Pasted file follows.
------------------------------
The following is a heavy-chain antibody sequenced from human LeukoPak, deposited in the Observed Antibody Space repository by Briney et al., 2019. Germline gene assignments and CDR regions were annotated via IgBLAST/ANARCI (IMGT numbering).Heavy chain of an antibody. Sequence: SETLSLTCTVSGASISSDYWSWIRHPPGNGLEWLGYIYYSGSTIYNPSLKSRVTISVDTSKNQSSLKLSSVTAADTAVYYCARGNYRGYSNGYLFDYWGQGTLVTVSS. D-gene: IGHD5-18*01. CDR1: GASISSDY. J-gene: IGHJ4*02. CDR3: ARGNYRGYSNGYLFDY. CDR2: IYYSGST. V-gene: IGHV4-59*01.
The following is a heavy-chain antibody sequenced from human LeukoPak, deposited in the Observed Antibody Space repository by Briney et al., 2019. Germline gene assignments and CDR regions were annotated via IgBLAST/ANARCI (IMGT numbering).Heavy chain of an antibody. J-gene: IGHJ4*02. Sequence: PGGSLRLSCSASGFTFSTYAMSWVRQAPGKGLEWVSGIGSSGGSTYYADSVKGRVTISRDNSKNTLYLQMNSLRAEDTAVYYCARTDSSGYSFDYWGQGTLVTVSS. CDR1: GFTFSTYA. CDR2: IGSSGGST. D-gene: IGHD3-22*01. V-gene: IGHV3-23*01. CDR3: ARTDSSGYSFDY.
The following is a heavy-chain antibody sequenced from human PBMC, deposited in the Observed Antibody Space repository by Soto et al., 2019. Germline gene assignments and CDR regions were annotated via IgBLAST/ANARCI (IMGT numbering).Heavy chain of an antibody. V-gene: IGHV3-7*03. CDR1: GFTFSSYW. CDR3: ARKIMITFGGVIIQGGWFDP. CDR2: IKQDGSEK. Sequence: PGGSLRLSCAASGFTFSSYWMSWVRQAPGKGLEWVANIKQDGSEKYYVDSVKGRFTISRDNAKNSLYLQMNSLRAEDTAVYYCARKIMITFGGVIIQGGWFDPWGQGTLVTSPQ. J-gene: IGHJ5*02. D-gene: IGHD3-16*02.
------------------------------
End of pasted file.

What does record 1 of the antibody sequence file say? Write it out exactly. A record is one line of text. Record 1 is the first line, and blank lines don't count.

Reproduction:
The following is a heavy-chain antibody sequenced from human LeukoPak, deposited in the Observed Antibody Space repository by Briney et al., 2019. Germline gene assignments and CDR regions were annotated via IgBLAST/ANARCI (IMGT numbering).Heavy chain of an antibody. Sequence: SETLSLTCTVSGASISSDYWSWIRHPPGNGLEWLGYIYYSGSTIYNPSLKSRVTISVDTSKNQSSLKLSSVTAADTAVYYCARGNYRGYSNGYLFDYWGQGTLVTVSS. D-gene: IGHD5-18*01. CDR1: GASISSDY. J-gene: IGHJ4*02. CDR3: ARGNYRGYSNGYLFDY. CDR2: IYYSGST. V-gene: IGHV4-59*01.